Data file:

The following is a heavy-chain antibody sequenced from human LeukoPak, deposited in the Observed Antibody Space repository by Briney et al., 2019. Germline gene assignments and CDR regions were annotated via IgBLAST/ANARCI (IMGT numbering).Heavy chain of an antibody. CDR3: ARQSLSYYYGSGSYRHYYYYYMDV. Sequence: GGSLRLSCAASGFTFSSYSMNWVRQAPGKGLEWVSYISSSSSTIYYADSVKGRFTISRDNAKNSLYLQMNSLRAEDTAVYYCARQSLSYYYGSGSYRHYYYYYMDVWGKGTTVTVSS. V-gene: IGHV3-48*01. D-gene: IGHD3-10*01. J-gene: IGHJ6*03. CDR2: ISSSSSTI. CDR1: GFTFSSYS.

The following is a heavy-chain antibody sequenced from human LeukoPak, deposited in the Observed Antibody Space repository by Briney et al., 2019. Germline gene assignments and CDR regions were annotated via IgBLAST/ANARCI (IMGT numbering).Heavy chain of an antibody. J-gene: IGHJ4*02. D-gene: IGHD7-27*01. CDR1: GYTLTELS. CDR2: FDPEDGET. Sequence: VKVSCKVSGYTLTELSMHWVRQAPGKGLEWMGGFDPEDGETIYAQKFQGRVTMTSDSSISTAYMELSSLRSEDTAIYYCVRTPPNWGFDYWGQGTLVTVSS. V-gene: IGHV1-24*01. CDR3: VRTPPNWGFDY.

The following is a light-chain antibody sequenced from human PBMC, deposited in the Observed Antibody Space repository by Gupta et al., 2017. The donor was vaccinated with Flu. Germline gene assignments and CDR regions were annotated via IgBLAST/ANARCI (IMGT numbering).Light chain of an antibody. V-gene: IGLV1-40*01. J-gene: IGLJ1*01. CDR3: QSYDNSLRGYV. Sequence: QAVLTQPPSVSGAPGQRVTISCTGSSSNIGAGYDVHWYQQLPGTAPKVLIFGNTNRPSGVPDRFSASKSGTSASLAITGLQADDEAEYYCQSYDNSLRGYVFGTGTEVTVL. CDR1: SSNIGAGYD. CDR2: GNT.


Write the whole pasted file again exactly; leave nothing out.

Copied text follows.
The following is a heavy-chain antibody sequenced from human LeukoPak, deposited in the Observed Antibody Space repository by Briney et al., 2019. Germline gene assignments and CDR regions were annotated via IgBLAST/ANARCI (IMGT numbering).Heavy chain of an antibody. CDR3: ARQSLSYYYGSGSYRHYYYYYMDV. Sequence: GGSLRLSCAASGFTFSSYSMNWVRQAPGKGLEWVSYISSSSSTIYYADSVKGRFTISRDNAKNSLYLQMNSLRAEDTAVYYCARQSLSYYYGSGSYRHYYYYYMDVWGKGTTVTVSS. V-gene: IGHV3-48*01. D-gene: IGHD3-10*01. J-gene: IGHJ6*03. CDR2: ISSSSSTI. CDR1: GFTFSSYS.

The following is a heavy-chain antibody sequenced from human LeukoPak, deposited in the Observed Antibody Space repository by Briney et al., 2019. Germline gene assignments and CDR regions were annotated via IgBLAST/ANARCI (IMGT numbering).Heavy chain of an antibody. J-gene: IGHJ4*02. D-gene: IGHD7-27*01. CDR1: GYTLTELS. CDR2: FDPEDGET. Sequence: VKVSCKVSGYTLTELSMHWVRQAPGKGLEWMGGFDPEDGETIYAQKFQGRVTMTSDSSISTAYMELSSLRSEDTAIYYCVRTPPNWGFDYWGQGTLVTVSS. V-gene: IGHV1-24*01. CDR3: VRTPPNWGFDY.

The following is a light-chain antibody sequenced from human PBMC, deposited in the Observed Antibody Space repository by Gupta et al., 2017. The donor was vaccinated with Flu. Germline gene assignments and CDR regions were annotated via IgBLAST/ANARCI (IMGT numbering).Light chain of an antibody. V-gene: IGLV1-40*01. J-gene: IGLJ1*01. CDR3: QSYDNSLRGYV. Sequence: QAVLTQPPSVSGAPGQRVTISCTGSSSNIGAGYDVHWYQQLPGTAPKVLIFGNTNRPSGVPDRFSASKSGTSASLAITGLQADDEAEYYCQSYDNSLRGYVFGTGTEVTVL. CDR1: SSNIGAGYD. CDR2: GNT.